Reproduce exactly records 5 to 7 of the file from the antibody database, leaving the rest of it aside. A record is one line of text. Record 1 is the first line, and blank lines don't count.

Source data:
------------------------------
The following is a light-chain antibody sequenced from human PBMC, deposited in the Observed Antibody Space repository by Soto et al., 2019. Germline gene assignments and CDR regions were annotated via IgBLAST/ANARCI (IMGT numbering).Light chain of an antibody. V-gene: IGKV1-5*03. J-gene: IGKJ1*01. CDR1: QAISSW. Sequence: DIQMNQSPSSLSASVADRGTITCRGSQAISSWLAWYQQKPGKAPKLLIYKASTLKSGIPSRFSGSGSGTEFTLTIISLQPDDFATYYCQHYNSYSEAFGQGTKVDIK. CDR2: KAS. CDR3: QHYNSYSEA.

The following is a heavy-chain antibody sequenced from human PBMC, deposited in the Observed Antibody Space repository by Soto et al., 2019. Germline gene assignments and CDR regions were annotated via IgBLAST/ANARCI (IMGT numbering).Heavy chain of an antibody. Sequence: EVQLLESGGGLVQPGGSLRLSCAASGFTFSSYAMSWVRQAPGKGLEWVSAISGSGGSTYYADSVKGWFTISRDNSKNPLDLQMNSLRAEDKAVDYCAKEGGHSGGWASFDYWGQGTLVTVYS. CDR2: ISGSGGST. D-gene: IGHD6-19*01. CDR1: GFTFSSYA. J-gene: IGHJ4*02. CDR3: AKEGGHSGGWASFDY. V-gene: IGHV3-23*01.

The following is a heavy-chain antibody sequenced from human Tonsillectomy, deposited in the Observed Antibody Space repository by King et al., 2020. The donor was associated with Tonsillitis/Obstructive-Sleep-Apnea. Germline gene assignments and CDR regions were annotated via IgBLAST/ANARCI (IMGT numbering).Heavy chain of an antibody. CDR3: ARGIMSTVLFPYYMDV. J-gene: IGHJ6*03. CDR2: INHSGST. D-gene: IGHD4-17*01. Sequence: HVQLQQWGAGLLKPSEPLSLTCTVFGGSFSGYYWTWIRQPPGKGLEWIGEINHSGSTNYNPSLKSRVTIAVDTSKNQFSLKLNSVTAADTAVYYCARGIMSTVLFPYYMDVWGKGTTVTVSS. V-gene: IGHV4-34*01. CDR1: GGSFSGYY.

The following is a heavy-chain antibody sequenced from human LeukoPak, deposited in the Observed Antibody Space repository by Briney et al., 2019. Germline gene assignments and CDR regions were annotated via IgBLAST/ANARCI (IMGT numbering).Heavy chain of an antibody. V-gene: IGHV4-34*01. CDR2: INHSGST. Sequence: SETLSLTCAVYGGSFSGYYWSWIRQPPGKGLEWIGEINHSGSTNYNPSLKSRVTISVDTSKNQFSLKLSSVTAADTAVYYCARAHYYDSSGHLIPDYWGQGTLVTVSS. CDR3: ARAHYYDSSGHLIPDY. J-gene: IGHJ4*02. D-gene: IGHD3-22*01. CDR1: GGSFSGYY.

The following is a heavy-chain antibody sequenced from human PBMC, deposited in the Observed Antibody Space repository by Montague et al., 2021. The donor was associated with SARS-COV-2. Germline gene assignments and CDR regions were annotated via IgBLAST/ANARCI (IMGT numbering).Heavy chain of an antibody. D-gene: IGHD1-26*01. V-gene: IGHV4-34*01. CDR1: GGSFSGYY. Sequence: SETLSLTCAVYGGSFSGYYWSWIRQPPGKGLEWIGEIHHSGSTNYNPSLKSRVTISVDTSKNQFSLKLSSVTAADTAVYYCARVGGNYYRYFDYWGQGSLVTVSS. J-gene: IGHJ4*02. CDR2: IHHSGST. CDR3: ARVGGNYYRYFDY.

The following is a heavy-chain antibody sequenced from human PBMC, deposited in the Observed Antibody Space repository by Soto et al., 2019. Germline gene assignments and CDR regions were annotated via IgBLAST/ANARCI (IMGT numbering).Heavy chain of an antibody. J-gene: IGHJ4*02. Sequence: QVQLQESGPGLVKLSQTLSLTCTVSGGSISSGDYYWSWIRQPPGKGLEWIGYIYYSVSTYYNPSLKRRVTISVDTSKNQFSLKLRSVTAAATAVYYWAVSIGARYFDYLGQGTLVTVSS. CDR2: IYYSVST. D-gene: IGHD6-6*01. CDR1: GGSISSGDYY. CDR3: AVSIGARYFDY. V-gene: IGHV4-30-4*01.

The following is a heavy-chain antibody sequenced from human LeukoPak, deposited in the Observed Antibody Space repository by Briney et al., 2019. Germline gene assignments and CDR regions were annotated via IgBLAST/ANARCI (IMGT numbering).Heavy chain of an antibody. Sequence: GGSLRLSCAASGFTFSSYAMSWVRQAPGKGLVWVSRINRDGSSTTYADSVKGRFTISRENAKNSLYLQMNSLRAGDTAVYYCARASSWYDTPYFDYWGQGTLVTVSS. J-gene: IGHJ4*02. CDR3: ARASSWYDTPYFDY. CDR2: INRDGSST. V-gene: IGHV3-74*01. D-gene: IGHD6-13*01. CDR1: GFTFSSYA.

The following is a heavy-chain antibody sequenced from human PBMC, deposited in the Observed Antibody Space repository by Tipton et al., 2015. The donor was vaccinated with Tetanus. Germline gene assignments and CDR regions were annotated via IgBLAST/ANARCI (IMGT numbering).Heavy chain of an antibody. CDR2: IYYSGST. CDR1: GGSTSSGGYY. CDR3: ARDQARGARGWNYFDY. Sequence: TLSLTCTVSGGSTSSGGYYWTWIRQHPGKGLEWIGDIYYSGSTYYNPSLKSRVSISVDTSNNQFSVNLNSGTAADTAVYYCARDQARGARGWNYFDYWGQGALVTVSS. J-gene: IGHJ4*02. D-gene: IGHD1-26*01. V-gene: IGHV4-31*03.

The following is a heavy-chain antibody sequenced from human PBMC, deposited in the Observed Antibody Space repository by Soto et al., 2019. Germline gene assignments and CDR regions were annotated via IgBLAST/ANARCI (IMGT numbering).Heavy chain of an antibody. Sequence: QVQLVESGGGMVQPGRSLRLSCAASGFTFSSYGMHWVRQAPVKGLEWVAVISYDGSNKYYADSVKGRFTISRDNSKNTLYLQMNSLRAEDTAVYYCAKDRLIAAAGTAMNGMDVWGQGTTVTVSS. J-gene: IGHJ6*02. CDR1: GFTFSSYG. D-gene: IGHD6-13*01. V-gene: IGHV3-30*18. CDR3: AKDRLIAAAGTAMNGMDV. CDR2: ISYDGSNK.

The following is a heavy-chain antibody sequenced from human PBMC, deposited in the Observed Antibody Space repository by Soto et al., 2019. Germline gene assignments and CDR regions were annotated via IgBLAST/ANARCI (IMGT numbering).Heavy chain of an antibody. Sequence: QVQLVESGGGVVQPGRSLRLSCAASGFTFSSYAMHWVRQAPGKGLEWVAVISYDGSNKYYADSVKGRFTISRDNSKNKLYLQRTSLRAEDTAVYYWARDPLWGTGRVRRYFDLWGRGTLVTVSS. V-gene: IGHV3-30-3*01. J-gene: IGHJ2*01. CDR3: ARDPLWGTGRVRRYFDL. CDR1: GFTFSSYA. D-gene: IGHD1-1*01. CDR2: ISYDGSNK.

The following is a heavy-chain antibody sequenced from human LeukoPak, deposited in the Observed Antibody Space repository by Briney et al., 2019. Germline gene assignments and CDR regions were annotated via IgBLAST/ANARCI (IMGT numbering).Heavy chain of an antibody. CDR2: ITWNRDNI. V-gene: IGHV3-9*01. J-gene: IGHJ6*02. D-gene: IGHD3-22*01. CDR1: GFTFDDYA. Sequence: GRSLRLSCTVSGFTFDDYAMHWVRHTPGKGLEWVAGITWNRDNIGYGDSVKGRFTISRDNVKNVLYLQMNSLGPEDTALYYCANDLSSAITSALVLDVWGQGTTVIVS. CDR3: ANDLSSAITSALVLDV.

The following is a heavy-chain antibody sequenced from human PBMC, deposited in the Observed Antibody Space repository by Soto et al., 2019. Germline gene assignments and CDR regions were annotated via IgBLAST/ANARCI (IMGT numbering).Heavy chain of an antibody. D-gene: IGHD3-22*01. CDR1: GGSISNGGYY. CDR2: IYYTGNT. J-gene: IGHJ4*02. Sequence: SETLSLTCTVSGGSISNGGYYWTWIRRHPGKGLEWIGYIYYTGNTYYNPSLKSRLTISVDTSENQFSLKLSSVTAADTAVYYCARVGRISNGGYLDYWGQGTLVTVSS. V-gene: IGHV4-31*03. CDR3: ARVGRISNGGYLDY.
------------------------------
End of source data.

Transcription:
The following is a heavy-chain antibody sequenced from human PBMC, deposited in the Observed Antibody Space repository by Montague et al., 2021. The donor was associated with SARS-COV-2. Germline gene assignments and CDR regions were annotated via IgBLAST/ANARCI (IMGT numbering).Heavy chain of an antibody. D-gene: IGHD1-26*01. V-gene: IGHV4-34*01. CDR1: GGSFSGYY. Sequence: SETLSLTCAVYGGSFSGYYWSWIRQPPGKGLEWIGEIHHSGSTNYNPSLKSRVTISVDTSKNQFSLKLSSVTAADTAVYYCARVGGNYYRYFDYWGQGSLVTVSS. J-gene: IGHJ4*02. CDR2: IHHSGST. CDR3: ARVGGNYYRYFDY.

The following is a heavy-chain antibody sequenced from human PBMC, deposited in the Observed Antibody Space repository by Soto et al., 2019. Germline gene assignments and CDR regions were annotated via IgBLAST/ANARCI (IMGT numbering).Heavy chain of an antibody. J-gene: IGHJ4*02. Sequence: QVQLQESGPGLVKLSQTLSLTCTVSGGSISSGDYYWSWIRQPPGKGLEWIGYIYYSVSTYYNPSLKRRVTISVDTSKNQFSLKLRSVTAAATAVYYWAVSIGARYFDYLGQGTLVTVSS. CDR2: IYYSVST. D-gene: IGHD6-6*01. CDR1: GGSISSGDYY. CDR3: AVSIGARYFDY. V-gene: IGHV4-30-4*01.

The following is a heavy-chain antibody sequenced from human LeukoPak, deposited in the Observed Antibody Space repository by Briney et al., 2019. Germline gene assignments and CDR regions were annotated via IgBLAST/ANARCI (IMGT numbering).Heavy chain of an antibody. Sequence: GGSLRLSCAASGFTFSSYAMSWVRQAPGKGLVWVSRINRDGSSTTYADSVKGRFTISRENAKNSLYLQMNSLRAGDTAVYYCARASSWYDTPYFDYWGQGTLVTVSS. J-gene: IGHJ4*02. CDR3: ARASSWYDTPYFDY. CDR2: INRDGSST. V-gene: IGHV3-74*01. D-gene: IGHD6-13*01. CDR1: GFTFSSYA.